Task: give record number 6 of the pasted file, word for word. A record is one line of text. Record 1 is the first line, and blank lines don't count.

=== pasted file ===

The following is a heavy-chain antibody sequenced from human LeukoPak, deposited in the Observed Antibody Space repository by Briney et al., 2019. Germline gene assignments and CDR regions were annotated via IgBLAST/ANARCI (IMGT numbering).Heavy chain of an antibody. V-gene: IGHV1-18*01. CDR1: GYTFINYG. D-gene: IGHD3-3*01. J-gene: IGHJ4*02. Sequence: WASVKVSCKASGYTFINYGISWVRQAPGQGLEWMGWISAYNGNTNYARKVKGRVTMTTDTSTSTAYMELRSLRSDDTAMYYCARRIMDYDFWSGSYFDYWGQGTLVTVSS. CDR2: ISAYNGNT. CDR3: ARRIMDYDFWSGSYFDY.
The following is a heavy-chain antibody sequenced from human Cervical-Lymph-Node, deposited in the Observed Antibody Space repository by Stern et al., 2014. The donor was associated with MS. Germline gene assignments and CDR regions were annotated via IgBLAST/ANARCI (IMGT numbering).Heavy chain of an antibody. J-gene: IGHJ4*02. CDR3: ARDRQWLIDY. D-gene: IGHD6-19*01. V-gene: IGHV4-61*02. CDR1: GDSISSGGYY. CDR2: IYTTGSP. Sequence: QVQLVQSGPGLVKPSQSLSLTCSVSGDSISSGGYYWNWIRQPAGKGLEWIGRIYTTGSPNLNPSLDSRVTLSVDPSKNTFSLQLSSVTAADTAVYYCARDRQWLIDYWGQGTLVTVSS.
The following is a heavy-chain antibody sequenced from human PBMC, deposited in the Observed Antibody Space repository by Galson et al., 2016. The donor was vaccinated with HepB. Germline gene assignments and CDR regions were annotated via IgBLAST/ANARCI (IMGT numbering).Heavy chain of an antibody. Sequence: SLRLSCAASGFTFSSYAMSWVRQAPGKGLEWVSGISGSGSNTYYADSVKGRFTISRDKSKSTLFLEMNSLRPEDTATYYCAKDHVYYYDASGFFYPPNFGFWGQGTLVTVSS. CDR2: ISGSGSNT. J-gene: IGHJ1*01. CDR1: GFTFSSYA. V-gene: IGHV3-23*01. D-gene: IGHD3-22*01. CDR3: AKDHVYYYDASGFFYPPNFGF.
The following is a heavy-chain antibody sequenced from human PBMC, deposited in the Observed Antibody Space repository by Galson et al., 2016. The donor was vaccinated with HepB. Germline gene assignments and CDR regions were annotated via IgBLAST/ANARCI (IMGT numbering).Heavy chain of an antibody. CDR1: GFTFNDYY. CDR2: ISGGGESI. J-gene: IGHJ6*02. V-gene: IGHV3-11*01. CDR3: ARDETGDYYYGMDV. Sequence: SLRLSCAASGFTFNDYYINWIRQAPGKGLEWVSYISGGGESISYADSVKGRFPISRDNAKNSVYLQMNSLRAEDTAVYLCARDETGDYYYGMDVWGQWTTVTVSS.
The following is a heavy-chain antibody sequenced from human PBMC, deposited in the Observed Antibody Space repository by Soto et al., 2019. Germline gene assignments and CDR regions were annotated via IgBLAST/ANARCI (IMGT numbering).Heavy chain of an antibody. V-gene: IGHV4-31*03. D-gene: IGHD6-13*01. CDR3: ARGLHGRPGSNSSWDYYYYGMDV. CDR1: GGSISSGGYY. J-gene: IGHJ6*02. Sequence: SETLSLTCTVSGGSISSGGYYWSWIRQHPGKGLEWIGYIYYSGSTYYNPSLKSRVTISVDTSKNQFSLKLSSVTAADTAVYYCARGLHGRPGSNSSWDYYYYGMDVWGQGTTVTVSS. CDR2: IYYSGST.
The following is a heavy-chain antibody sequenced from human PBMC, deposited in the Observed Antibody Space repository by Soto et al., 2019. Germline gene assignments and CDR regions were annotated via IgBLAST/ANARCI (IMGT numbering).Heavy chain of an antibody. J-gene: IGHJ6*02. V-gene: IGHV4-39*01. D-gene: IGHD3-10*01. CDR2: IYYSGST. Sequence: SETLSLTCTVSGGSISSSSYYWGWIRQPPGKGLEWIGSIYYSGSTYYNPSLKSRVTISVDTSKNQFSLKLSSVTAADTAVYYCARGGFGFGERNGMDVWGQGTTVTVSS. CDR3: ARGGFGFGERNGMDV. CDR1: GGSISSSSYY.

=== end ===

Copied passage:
The following is a heavy-chain antibody sequenced from human PBMC, deposited in the Observed Antibody Space repository by Soto et al., 2019. Germline gene assignments and CDR regions were annotated via IgBLAST/ANARCI (IMGT numbering).Heavy chain of an antibody. J-gene: IGHJ6*02. V-gene: IGHV4-39*01. D-gene: IGHD3-10*01. CDR2: IYYSGST. Sequence: SETLSLTCTVSGGSISSSSYYWGWIRQPPGKGLEWIGSIYYSGSTYYNPSLKSRVTISVDTSKNQFSLKLSSVTAADTAVYYCARGGFGFGERNGMDVWGQGTTVTVSS. CDR3: ARGGFGFGERNGMDV. CDR1: GGSISSSSYY.